Seeing the Son of Man in Heaven, St. Stephen Testified Humanity Is There

Seeing the Son of Man in Heaven, St. Stephen Testified Humanity Is There December 26, 2019

A human in heaven! Oh my God!

Carved stone image of the stoning of St. Stephen to death for upholding that a human now lived in heaven.
Pediment on front door of church depicting the martyrdom of St. Stephen, Jules Thomas sculptor. Photographer unknown but probably Charles Marville / Wikimedia Commons / Public Domain

 

St. Stephen’s testimony and martyrdom are in the Book of Acts, chapter 7.

 

I received the saint’s original Greek name, “Stephanos,” when I made vows as a monk in 1983.

So, celebrating the feasts of Christ’s birth and St. Stephen’s martyrdom back-to-back is dramatically personal for me.

On Christmas Day we gape at God’s birth on earth as a human baby.

Then, we awaken the following day to gape into heaven with Stephen, seeing the same human baby up there: having fully grown, died, risen from the dead and ascended into heaven.

“Behold, I see the heavens opened and the Son of Man standing at the right hand of God.”

I don’t know why Stephen’s judges, jury and executioners held back while he mouthed the Bible’s longest unbroken speech.

It only became too much for them when he said a human was where only God should be.

But he, filled with the Holy Spirit, looked up intently to heaven and saw the glory of God and Jesus standing at the right hand of God, and he said, “Behold, I see the heavens opened and the Son of Man standing at the right hand of God.”

But they cried out in a loud voice, covered their ears, and rushed upon him together. They threw him out of the city, and began to stone him.

“Son of Man” was a strange and rare utterance.

Only three persons in the New Testament used it: Christ in the Gospel, Stephen in the Book of Acts, and John the Apostle in the Book of Revelation.

And all three used it in reference to Christ alone.

“Son.” The New Testament Greek uses here the word for a male offspring.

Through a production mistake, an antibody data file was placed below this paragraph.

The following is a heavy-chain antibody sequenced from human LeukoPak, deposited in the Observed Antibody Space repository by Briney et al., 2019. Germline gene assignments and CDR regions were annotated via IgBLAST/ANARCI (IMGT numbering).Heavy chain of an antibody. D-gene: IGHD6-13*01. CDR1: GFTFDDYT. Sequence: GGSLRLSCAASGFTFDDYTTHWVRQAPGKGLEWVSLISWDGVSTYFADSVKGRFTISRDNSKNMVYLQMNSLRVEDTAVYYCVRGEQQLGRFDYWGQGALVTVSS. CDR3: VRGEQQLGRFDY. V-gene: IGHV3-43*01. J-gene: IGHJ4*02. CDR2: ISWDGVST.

“Man.” Here the Greek uses the word for “human,” not necessarily a male.

So, the utterance “Son of Man” calls attention to the real humanity of Christ.

It has the force of saying: “He Who Was Born a Human.”

Stephen gave witness that a human is now at hand as God in heaven.

Our celebration of Christmas Day back-to-back with the Martyrdom of Stephen draws the full circle of the mystery of Christ:  we gape at divinity born human on earth, and we gape at humanity arisen divine in heaven.

“Behold, I see the heavens opened and the Son of Man standing at the right hand of God.”

The Eucharist draws the same circle:  God Born as Our Flesh and Blood on Earth; Our Flesh and Blood as God in Heaven.

So then, in the Eucharist also, we can join Stephen in testifying: “Behold, I see the heavens opened and the Son of Man standing at the right hand of God.”

In his Eucharistic Flesh and Blood, God gives himself to us.

With Stephen’s words we circle around to give ourselves back to God in the Eucharist: “Lord Jesus, receive my spirit.”

Let us make that our prayer when we are dying, but let us make it also the prayer of our living.

Along the way, let the Spirit of Jesus open us to help the poor, as the apostles of Jesus chose Stephen to do, because that is another way our lives must say, “Lord Jesus, receive my spirit.”

Turn. Love. Repeat.


Dear Readers of “Turn. Love. Repeat.”
California where I reside had a new law go into effect on January 1, 2020. California Assembly Bill 5 forbids freelance writers, editors and photographers from providing more than 35 content submissions to a media organization per year unless the organization hires the freelancer as a salaried employee. Patheos is a media organization, and I am a freelancer. So now I must limit my posts to 35 per year, or 1 post about every 10 days. So as not to exceed my limit here at Patheos, I will post my “extra” pieces at my own blog, Monk Notes.


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